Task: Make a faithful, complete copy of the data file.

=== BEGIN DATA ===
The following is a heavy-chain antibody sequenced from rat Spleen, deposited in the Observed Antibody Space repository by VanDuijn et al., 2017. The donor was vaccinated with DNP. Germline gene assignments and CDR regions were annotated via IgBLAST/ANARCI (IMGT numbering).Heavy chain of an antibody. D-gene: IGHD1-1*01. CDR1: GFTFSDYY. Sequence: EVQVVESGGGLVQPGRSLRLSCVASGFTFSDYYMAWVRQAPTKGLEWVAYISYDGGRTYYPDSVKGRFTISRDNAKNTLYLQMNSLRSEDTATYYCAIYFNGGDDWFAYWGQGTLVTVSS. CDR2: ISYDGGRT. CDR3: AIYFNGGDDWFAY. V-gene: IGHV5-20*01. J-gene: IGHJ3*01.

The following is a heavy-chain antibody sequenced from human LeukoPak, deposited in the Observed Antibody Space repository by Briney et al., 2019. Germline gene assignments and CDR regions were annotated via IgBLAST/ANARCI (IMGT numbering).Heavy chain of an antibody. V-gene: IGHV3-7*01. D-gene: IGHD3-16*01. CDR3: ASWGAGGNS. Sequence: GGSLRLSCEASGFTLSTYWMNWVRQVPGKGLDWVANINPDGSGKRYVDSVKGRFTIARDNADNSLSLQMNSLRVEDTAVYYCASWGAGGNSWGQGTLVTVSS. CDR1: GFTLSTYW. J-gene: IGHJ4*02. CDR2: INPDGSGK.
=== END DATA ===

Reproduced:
The following is a heavy-chain antibody sequenced from rat Spleen, deposited in the Observed Antibody Space repository by VanDuijn et al., 2017. The donor was vaccinated with DNP. Germline gene assignments and CDR regions were annotated via IgBLAST/ANARCI (IMGT numbering).Heavy chain of an antibody. D-gene: IGHD1-1*01. CDR1: GFTFSDYY. Sequence: EVQVVESGGGLVQPGRSLRLSCVASGFTFSDYYMAWVRQAPTKGLEWVAYISYDGGRTYYPDSVKGRFTISRDNAKNTLYLQMNSLRSEDTATYYCAIYFNGGDDWFAYWGQGTLVTVSS. CDR2: ISYDGGRT. CDR3: AIYFNGGDDWFAY. V-gene: IGHV5-20*01. J-gene: IGHJ3*01.

The following is a heavy-chain antibody sequenced from human LeukoPak, deposited in the Observed Antibody Space repository by Briney et al., 2019. Germline gene assignments and CDR regions were annotated via IgBLAST/ANARCI (IMGT numbering).Heavy chain of an antibody. V-gene: IGHV3-7*01. D-gene: IGHD3-16*01. CDR3: ASWGAGGNS. Sequence: GGSLRLSCEASGFTLSTYWMNWVRQVPGKGLDWVANINPDGSGKRYVDSVKGRFTIARDNADNSLSLQMNSLRVEDTAVYYCASWGAGGNSWGQGTLVTVSS. CDR1: GFTLSTYW. J-gene: IGHJ4*02. CDR2: INPDGSGK.